Read It So You Won't Weep

In the business of blogging, we learn to be packrats, hiding away bits of information upon which to base future writings. Many times we forget what we have and are pleasantly surprised when we happen on a tidbit which strikes our fancy.

Contemplating the difficulty of explaining the intricacies of disability insurance law, even to specially educated people such as insurance agents and financial planners, we happened upon “The Illusion of Coverage:”, a comprehensive review of the difficulties of insurance law published by The Access Project in 2007.

What we were looking to do was to point out that in today’s world, even when you are in the insurance business, you do not necessarily have your finger on each of the myriad nuances of the various types of insurance coverage because there are so many risks covered in so many ways at so many levels of cost, it seems one would need an encyclopedia just to keep up.

What got us on this topic was a discussion with a financial planner about a particular client and the need for “own occupation” disability coverage because of the nature of the client’s profession and income level. The planner was quick to say that the client had
“own occupation” coverage in his disability income policy.

But, when we asked him, “What kind?” he was at a loss for words.

We then proceeded to list for him the possible limitations and conditions which insurance companies try to place on these policies, such as:

* Limiting the “own occupation” payments to 2 years.
* Precluding the insured from working in any other field as a condition for benefits.
* Capping the amount of benefits to a specific sum over the life of the policy.
* Defining the occupation so as to cover a broad spectrum of employment.

The problem here may be that “own occupation” is frequently used by insurance agents and brokers to describe coverage which is really “modified own occupation”, without understanding or explaining the difference to the policyholder.

The planner and his client may believe that when the insurance agent says the policy has “own occupation” coverage, that such coverage is truly “own occupation” in the classic sense, i.e., if the client can no longer perform the occupation of brain surgery, the insurer will pay the benefit even though the client may be able to do some other type of medical work. Only when the claim is made does the reality of the distinction become clear. By then it is too late.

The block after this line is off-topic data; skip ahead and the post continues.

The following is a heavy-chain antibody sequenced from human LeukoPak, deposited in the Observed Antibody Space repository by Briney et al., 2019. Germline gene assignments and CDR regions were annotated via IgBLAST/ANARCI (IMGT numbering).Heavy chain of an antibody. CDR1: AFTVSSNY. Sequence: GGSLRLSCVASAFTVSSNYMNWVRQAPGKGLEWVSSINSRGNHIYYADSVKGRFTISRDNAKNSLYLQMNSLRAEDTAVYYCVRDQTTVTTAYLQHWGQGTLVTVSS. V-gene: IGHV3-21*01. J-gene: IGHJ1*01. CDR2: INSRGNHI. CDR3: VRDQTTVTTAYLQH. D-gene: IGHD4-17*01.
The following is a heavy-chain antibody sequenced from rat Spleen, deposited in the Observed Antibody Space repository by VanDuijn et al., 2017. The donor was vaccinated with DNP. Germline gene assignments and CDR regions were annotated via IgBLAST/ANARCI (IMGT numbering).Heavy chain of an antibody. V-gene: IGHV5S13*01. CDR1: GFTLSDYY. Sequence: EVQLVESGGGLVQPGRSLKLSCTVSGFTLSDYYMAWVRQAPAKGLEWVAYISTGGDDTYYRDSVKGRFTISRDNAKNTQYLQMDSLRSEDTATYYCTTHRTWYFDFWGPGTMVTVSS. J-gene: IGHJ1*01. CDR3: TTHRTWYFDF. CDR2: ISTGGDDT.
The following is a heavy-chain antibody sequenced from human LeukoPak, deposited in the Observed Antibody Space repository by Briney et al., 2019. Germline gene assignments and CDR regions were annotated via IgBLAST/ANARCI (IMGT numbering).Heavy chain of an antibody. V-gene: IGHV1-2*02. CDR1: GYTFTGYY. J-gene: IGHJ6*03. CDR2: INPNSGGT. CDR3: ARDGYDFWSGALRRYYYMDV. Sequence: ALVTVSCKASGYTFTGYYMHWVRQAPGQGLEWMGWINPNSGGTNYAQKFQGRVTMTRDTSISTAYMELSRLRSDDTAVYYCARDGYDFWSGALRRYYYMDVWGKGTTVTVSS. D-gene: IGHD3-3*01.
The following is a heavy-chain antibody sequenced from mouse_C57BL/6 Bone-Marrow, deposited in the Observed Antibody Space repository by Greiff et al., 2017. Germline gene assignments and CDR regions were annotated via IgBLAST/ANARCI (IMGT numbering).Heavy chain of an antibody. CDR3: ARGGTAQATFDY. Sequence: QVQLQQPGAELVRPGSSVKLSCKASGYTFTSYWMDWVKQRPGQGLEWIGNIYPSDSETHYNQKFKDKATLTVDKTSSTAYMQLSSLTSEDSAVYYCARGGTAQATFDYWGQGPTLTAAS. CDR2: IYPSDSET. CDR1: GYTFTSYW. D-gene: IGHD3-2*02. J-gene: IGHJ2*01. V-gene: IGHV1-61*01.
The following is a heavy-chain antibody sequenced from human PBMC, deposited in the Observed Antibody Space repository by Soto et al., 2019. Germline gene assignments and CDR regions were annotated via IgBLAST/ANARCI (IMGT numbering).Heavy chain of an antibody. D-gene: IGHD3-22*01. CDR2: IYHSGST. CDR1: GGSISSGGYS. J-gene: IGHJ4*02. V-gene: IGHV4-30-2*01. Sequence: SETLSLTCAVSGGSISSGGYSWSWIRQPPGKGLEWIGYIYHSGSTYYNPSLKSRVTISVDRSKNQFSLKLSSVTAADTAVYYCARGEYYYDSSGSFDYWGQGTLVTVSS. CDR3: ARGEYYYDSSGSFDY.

What the public (and many times their advisers) are not aware of is that insurance, particularly disability income (and long term care) is not nearly one size fits all. Subtle language differences can be critical at the time of claim, but are frequently overlooked or ignored at the time of the policy sale.

So, if one is negotiating such a policy for him or herself, or for a client, to accept a statement that a policy has “own occupation” coverage without plowing through the language of the policy so as to know exactly what one is actually getting, is doing a disservice to yourself and your client.

As with everything else, you get what you pay for. If you want a gold-plated policy which gives exactly the benefit you want for as long as you want, then the premium is going to be high, and if you are willing and able to pay for it – good for you.
If you are not willing or able to pay the required premium, then you have to settle for less protection.

But the important part of this transaction is that both the client and the financial planner know and discuss the details of the policy and make knowing choices based upon a full understanding of the options.

Accepting a generic label for an insurance clause without fully analyzing the actual language leads to a rude awakening if policy payoff time ever comes.

You may miss the true import of a policy clause when you are buying it. But, you can bet your bottom dollar the insurance company won’t miss it when it comes time to pay your claim.

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